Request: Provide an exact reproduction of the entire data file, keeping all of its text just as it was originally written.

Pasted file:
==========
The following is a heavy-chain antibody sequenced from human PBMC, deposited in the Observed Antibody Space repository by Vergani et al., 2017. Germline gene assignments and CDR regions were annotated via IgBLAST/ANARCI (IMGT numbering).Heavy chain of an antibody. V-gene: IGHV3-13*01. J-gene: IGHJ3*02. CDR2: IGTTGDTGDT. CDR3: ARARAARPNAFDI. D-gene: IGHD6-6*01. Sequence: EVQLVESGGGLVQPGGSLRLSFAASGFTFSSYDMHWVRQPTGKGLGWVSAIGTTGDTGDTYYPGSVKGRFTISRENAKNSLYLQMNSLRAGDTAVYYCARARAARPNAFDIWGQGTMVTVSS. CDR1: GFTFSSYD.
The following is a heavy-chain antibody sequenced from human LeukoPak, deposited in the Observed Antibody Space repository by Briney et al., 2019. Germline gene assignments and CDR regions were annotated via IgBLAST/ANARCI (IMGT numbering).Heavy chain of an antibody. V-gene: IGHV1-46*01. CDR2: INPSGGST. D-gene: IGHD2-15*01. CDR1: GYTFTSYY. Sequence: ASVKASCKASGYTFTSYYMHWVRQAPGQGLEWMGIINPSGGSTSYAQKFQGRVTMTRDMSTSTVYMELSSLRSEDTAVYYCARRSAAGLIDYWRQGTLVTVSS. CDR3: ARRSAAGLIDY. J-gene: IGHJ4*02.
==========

The following is a heavy-chain antibody sequenced from human PBMC, deposited in the Observed Antibody Space repository by Vergani et al., 2017. Germline gene assignments and CDR regions were annotated via IgBLAST/ANARCI (IMGT numbering).Heavy chain of an antibody. V-gene: IGHV3-13*01. J-gene: IGHJ3*02. CDR2: IGTTGDTGDT. CDR3: ARARAARPNAFDI. D-gene: IGHD6-6*01. Sequence: EVQLVESGGGLVQPGGSLRLSFAASGFTFSSYDMHWVRQPTGKGLGWVSAIGTTGDTGDTYYPGSVKGRFTISRENAKNSLYLQMNSLRAGDTAVYYCARARAARPNAFDIWGQGTMVTVSS. CDR1: GFTFSSYD.
The following is a heavy-chain antibody sequenced from human LeukoPak, deposited in the Observed Antibody Space repository by Briney et al., 2019. Germline gene assignments and CDR regions were annotated via IgBLAST/ANARCI (IMGT numbering).Heavy chain of an antibody. V-gene: IGHV1-46*01. CDR2: INPSGGST. D-gene: IGHD2-15*01. CDR1: GYTFTSYY. Sequence: ASVKASCKASGYTFTSYYMHWVRQAPGQGLEWMGIINPSGGSTSYAQKFQGRVTMTRDMSTSTVYMELSSLRSEDTAVYYCARRSAAGLIDYWRQGTLVTVSS. CDR3: ARRSAAGLIDY. J-gene: IGHJ4*02.